The clarinet is an instrument that I normally associate with older jazz, apart of course from the bass clarinet of the late great Eric Dolphy, and Giuffre's playing here is a revelation (at least, to me). His attention to timbre and tone is acute. Some of this music reminds me (in a good way) of the chamber music of one of my favourite modern composers, Anton Webern. Paul Bley and Steve Swallow provide forward-thinking and acute accompaniment on a good number of the cuts, but I think that this is really Giuffre's record. He summons up a huge variety of moods from the humble clarinet.

This CD has changed my mental picture of the history of jazz. It ought to be on anyone's top 10 list of great avant-jazz recordings of the 60s. Not to be missed.
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10 of 13 people found the following review helpful
4.0 out of 5 stars A strange musical exploration worth investigation February 24, 2003
Format:Audio CD
This is one of those albums which, before you can be truly critical of it, you must understand what it is.
This album was made with the understanding that some, indeed maybe large chunks, may not "work", or that it may only appeal or connect with small numbers of people. When reviewed with this understanding in mind I must give it 4 stars; the album is a unique direction in free jazz; the jazz rhythm section was very much still a part of free jazz at this point and the idea of taking more of a "Euro" approach, with a chamber "ensemble" idea (and henceforth removing the pulsating drums), is an interesting one.
It has always been easy for me to detect whether free music is just self indulgent junk or intelligently crafted sound sculpture, and this one is firmly in the latter category. In the lp notes, Swallow discusses the long rehearsals and the intensity of them. You can hear the results of this hard work in the album.
However this album stops just short of total perfection for my taste; I think that the group should have been exploited far more; "The Five Ways" works so much better than the solo clarinet improvisations; the solo things are fine, but the balance between those and the ensemble numbers are not quite where they should be.
However, this sort of problem always exists with records that try to reinvent the musical wheel, so this is certainly forgiveable; had the group stayed on longer in the sixties they probably would have had records that would develop on what worked so well on Free Fall.
Still, this album is a classic; as a composer and guitarist there is much for me to learn from Giuffre's unique approach.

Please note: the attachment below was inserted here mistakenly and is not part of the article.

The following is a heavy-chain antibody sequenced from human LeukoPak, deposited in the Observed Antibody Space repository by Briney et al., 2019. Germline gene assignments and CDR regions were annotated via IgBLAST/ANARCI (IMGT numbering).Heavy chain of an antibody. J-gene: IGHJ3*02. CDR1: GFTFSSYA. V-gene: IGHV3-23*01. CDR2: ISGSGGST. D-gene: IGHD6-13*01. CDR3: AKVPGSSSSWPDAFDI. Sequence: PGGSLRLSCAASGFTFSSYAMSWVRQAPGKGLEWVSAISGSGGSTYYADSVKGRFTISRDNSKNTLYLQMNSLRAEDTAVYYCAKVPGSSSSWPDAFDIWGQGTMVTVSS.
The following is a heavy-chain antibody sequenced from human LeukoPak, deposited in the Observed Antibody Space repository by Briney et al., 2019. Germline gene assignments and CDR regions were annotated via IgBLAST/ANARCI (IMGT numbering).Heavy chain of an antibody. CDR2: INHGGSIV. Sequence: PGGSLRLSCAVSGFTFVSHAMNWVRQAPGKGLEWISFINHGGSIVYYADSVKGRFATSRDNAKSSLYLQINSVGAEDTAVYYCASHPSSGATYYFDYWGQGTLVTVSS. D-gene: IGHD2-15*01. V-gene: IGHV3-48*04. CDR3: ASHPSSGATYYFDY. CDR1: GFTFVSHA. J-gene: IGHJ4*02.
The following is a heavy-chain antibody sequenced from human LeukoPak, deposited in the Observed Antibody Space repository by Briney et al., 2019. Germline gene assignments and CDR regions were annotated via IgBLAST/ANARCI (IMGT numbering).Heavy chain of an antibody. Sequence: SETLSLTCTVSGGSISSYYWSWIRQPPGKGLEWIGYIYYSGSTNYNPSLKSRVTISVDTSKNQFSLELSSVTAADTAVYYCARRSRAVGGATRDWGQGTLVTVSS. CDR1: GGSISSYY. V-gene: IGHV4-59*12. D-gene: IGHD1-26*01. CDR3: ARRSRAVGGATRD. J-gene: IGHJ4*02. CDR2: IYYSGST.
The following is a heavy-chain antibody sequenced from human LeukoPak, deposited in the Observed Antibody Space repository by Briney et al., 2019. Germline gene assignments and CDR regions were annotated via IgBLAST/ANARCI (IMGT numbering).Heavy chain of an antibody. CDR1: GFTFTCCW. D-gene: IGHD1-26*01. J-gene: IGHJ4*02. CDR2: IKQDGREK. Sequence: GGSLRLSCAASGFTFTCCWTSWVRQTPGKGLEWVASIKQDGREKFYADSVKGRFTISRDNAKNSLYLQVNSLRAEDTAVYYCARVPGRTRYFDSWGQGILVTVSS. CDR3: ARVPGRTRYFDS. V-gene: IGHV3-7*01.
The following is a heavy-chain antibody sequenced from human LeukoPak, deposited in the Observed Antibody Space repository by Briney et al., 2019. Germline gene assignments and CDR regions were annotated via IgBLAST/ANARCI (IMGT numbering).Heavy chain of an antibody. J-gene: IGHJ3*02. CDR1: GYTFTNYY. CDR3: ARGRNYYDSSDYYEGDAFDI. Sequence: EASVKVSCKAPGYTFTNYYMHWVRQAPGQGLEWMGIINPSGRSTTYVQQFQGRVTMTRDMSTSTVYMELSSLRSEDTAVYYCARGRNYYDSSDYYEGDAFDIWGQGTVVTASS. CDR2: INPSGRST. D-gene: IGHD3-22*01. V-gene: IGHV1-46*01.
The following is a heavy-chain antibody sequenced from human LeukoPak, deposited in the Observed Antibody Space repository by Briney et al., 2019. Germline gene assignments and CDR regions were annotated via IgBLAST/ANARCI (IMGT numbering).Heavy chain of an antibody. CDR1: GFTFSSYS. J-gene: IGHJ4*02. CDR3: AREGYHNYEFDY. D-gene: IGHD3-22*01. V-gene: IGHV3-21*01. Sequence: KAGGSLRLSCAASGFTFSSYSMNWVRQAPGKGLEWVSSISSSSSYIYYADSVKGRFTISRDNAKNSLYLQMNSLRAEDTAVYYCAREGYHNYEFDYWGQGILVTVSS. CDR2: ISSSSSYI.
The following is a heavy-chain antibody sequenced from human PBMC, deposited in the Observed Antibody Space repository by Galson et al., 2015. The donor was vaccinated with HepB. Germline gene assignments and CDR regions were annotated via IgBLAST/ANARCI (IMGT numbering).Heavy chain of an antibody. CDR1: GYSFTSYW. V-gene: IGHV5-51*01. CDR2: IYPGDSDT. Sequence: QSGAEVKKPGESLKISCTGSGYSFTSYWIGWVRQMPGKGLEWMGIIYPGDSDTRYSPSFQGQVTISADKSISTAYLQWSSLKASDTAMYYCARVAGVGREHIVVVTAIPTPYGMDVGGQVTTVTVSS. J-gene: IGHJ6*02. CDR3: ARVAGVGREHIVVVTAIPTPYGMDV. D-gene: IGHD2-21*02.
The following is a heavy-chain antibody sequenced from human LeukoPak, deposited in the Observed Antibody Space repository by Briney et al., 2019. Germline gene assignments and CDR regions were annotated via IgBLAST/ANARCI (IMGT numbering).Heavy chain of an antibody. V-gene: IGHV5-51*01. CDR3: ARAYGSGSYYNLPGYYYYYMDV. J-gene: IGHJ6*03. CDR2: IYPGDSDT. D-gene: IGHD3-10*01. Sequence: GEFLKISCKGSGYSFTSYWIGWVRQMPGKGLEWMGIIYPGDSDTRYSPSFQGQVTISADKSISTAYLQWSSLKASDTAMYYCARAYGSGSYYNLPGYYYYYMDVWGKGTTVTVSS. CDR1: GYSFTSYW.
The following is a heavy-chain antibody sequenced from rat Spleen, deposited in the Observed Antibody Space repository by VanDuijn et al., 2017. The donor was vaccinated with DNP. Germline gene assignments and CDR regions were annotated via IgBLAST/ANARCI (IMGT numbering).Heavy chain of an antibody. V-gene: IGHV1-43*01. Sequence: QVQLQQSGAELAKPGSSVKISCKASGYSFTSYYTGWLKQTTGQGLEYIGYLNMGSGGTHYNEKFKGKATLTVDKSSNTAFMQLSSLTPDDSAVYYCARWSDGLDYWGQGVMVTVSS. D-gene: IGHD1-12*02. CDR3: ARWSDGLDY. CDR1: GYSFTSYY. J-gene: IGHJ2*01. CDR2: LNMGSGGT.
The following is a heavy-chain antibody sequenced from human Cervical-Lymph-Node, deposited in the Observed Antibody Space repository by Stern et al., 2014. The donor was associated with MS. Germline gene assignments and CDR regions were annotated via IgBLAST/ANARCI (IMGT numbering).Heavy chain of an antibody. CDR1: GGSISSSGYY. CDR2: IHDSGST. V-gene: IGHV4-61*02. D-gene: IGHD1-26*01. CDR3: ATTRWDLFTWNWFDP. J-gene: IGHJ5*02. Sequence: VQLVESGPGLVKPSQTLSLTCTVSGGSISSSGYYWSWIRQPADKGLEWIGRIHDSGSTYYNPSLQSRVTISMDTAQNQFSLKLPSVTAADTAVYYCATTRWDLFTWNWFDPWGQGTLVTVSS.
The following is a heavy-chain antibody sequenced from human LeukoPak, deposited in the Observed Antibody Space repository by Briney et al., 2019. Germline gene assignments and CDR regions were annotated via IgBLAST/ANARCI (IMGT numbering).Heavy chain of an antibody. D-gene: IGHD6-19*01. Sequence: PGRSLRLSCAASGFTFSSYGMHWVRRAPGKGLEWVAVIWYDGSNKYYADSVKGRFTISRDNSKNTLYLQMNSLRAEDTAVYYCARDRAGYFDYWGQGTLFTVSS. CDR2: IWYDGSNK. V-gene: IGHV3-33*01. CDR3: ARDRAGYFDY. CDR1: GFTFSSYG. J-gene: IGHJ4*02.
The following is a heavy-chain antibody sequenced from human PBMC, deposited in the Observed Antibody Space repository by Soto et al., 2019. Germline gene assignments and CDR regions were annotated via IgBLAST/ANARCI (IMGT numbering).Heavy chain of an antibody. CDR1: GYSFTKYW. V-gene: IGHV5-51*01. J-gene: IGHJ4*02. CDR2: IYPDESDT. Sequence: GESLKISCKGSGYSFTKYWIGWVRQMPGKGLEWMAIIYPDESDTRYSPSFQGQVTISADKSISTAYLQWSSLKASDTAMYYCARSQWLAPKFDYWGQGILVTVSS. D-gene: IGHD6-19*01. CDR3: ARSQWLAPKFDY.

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Most Recent Customer Reviews
5.0 out of 5 stars jimmy giuffre - free fall
I have several of his.....this is my favorite. Great music.....it will take you away. You even forget it is avant garde. To me it's just music, great music. Read more
Published 2 months ago by rmager
1.0 out of 5 stars If you don't love Ornette Coleman, You'll hate this.
This is pure "Free Jazz" --it is totally devoid of a recognizable form. If you are looking for melody, harmony, and rhythm (i.e. Read more
Published 5 months ago by J. T. Stasiak
5.0 out of 5 stars No comments. Just Pleasure.
I feel that this record does not really need to be explained.
I would place it in a list with some few rare seminal experimental music records
made by jazz... Read more
Published 6 months ago by Here in the Trench
5.0 out of 5 stars Another Classic Giuffre
Another Giuffre gem. Clever and innovative. If you enjoy clarinet small ensemble work this jazz will likely satisfy you. Read more
Published on November 23, 2007 by J. Pour
4.0 out of 5 stars Out on a Limb
There once was a Lennie Tristano tune called "Out on a Limb", but while the pianist's contributions to the realm of free music has been known for decades, this Giuffre... Read more
Published on February 23, 2002 by Early Autumn
5.0 out of 5 stars If you gush over Streisand and Diana Ross, this is not for u
Too bad Mickey Trotter's one-star review had to pull this down. Check out his More About Me page....stick with Motown and La Streisand, Mick. Read more
Published on August 6, 2001 by Indian music lover
4.0 out of 5 stars exquisite
i ran across Jimmy Giuffre on accident. i only picked him up because of my devout love of Paul Bley. but this record, and anything really with this trio, is excellent. Read more
Published on May 11, 2000 by teresa ruggles
5.0 out of 5 stars Seminal album
Absolutely stunning. Listening to this cd, one can hear its influence on modern day reed geniuses like Evan Parker.
Published on December 24, 1999 by triiiangle